Presently, there are over one billion people living on the continent of Africa. While it may be true that parts of Africa remain challenged financially, according to the McKinsey GlobalInstitute, Africa as a whole had a combined spending power of $860 billion in 2008. This number, which has been growing robustly for years, is expected to rise to $1.4 trillion by 2020, as population and economic dynamics make it possible for more Africans to increase their consumption of basic and discretionary goods and services.
On a sheer population basis, Africa’s consumption should be expected to grow as the population rises. According to the World Population Reference Bureau, Africa’s rate of natural increase in population is estimated to be 2.4% - meaning that by mid 2025 there will be an estimated 1.4 billion people living on the continent, and 2.1 billion by mid 2050. In fact, according to McKinsey, Africa’s workforce will be the largest in the world by 2040 – surpassing even India and China. Thus, should the level of consumption not change on a per capita basis we should still expect the continent’s spending power to expand as the population grows.
At the same time, not only is Africa’s population rising: so is the size (and spending ability) of its middle class. For example, McKinsey notes thatin 2000 there were approximately 59 million households in Africa with discretionary income. By 2008 that number had jumped to 85 million, and by 2020 it is forecast to rise to 128 million – more than double in merely two decades. As the number of households with discretionary spending rises, the opportunity for consumer goods companies to sell more and better products rises as well.At Nile, we understand the opportunity for growth in companies that effectively produce goods that suit African consumers’ needs. We see enormous opportunities in retail, food, housing, cellular phones, and financial firms that are well positioned to access the growing consumer market. We also believe that African companies are often uniquely positioned in the market, as they are able to bring local knowledge and branding power to their business model.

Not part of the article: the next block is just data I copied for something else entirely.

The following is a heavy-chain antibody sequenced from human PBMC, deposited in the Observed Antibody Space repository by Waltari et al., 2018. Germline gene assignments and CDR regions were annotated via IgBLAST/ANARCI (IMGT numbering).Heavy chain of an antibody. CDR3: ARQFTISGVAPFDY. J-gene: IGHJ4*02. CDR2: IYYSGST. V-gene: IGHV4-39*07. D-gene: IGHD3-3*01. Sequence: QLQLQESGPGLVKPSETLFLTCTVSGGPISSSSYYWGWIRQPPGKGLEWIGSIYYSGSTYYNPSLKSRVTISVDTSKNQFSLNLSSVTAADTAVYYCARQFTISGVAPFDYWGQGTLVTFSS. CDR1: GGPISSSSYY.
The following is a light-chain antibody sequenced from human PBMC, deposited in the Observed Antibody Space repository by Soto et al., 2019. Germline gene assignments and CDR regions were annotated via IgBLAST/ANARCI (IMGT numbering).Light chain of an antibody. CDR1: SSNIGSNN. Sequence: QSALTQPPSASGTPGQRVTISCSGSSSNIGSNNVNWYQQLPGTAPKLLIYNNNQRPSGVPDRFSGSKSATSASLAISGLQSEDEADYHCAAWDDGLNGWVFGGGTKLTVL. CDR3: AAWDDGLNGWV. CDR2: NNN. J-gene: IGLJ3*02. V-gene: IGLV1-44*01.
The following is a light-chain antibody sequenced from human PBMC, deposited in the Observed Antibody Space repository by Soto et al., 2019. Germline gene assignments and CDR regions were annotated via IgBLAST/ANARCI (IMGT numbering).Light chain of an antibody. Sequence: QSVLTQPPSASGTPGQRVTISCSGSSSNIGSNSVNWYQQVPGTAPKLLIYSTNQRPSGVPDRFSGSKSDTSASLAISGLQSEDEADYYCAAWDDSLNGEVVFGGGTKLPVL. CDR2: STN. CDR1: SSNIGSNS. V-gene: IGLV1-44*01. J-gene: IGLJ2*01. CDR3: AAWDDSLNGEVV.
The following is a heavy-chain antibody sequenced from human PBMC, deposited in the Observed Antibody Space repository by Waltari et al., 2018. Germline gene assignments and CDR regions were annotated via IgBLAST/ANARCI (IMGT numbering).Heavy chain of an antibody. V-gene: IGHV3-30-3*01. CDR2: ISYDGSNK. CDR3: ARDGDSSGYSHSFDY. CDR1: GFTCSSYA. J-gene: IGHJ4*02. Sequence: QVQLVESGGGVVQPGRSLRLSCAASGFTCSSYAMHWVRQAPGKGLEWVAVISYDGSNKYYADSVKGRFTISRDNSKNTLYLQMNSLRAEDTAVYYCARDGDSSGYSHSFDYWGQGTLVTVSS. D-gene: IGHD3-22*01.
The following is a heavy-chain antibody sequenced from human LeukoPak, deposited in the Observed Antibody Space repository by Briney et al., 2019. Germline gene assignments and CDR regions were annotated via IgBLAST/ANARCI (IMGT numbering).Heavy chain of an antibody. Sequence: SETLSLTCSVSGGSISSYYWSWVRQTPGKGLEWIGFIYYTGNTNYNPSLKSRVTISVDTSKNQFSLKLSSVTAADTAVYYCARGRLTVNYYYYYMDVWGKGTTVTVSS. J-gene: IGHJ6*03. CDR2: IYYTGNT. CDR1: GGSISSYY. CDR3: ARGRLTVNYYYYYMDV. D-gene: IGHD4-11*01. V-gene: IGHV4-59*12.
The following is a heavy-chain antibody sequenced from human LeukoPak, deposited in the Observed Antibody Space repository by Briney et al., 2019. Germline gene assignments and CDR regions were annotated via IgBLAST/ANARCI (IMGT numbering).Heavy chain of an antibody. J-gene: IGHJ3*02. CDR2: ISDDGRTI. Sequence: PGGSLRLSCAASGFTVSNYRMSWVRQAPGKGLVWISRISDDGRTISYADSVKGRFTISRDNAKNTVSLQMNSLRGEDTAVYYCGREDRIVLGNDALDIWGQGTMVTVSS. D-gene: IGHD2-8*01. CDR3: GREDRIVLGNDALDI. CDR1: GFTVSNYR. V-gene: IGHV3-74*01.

Even more surprising is the opportunity for penetration of new markets. Since the year 2000, McKinsey notes that 316 million new phone subscribers have signed up in Africa. However, they also note that in 2008 only 39% of Africa’s population had access to telecom services, 38% had access to modern retail, and 20% had access to banking (note that these statistics include South Africa, where the numbers are 92%, 68%, and 60% respectively, skewing the average up). It is amazing to think of the potential for growth in companies that are able to fill those gaps.
Going forward, we expect each of these themes to represent an excellent opportunity for investors who are seeking great value and long term growth. We believe strongly that these three themes are driving Africa’s shifting economic landscape, and will strive to help investors participate in the Continent’s growth.
For more information, including a PDF version of the above, please contact Nile Capital Management at 646-367-2820 or email@example.com